Again, this book didn't really grab me unt
Audrey Dailey

This is the 4th book in the Temeraire series. While the ongoing conflict with Napoleon and France overshadows this novel, the bigger problem at hand is a consumptive disease that is threatening the lives of all dragons in Britain. So almost immediately after returning home from China, Laurence and Temeraire are headed off to Africa in search of a warmer climate and a cure. What they find is that their knowledge of African dragons and customs is sorely lacking. The book has a cliff-hanger ending
I love this series, but I really didn't like this one much. While the beginning was interesting, and the end was more so, the middle takes us to Africa and randomly deposits us into a new culture whose analog in history (if any) was not apparent to me. The point of the trip to Africa may be some impact on the world that we'll need for future books, but it's barely mentioned in the fifth book, and I can't help but feel that it was a ridiculous interpolation in terms of the wider narrative flow. W ...more
Probably 3.5 stars because I thought the middle third of the book dragged on a bit. For once, I'm glad I came to this series a bit late and don't have to wait for the next release since this one ended on a cliffhanger. I felt pretty sad by the end of this book, but I'll definitely read the next one. Wonderful narration of the audiobook.
Well crafted historical fantasy that was immediately engaging. Novik has done her research and presents convincing period detail. Her fight scenes are exciting and realistic, and I particularly appreciate the high casualty rate, no namby-pamby romanticism here. The characters are growing on me too and it's nice to see Temeraire's personality develop. Again, there is an attempt to describe the place of dragons in another culture. Lately I was reminded of H Rider Haggard. I am glad to say that Nov ...more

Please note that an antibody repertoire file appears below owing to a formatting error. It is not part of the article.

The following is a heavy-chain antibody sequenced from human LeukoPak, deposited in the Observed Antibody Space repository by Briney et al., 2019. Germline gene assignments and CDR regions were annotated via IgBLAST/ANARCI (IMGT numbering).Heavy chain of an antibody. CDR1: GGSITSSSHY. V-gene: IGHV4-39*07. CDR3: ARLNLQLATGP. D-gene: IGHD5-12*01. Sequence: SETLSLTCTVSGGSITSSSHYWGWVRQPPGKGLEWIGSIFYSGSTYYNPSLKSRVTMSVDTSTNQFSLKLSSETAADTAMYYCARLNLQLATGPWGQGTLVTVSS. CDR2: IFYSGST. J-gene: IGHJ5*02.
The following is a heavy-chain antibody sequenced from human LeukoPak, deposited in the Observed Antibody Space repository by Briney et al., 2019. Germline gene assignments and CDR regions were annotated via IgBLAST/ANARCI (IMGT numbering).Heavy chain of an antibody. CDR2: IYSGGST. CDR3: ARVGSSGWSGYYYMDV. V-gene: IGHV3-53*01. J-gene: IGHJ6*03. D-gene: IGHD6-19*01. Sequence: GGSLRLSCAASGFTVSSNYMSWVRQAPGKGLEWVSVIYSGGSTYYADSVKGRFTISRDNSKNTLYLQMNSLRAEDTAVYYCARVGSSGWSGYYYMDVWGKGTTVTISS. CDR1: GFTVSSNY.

In the fourth installment of the Temeraire series, Will Laurence and his dragon Temeraire return to England to find most of the dragons in the Aerial Corp deathly ill, and they (and their crew) soon set off to Africa to find a possible cure. While not the main focus of the book the picture of the slave trade was accurate and brutal, and I very much enjoyed that historical figures such as William Wilberforce, Horatio Nelson and Napoleon made appearances. Another great historical adventure story f ...more
One of the things that is really pleasing about the Temeraire books is how, while I see some smaller plot developments coming, Novik sets up huge unexpected reversals of stakes, and does it so far in advance you have to admire the craftsmanship as well as the effect. This book goes in quite an unexpected direction from the last one, and takes us out of the Napoleon tunnel vision we might have been settling into.

I admit I was trepidacious when I realized the characters were going to Africa. Some
This review has been hidden because it contains spoilers. To view it, click here.
*Don't* pick up this book unless you have the next one in the series sitting at your fingertips. It ends with a cliffhanger that made me cry even though I *knew* our heroes had to survive (given the length of the series.)

I think this is the best book in the series so far. Yes, it does succumb to some of the same world-building preoccupation that slows down the previous two books, but that world is fascinating, the characters are wonderful, and we get to explore yet another continent!
Tzu-mainn Chen
You should know how I conduct my ratings before reading the rest of this review. I consider a three star rating to mean that, while I do not regret reading a particular book, I would have also held no regrets passing it by.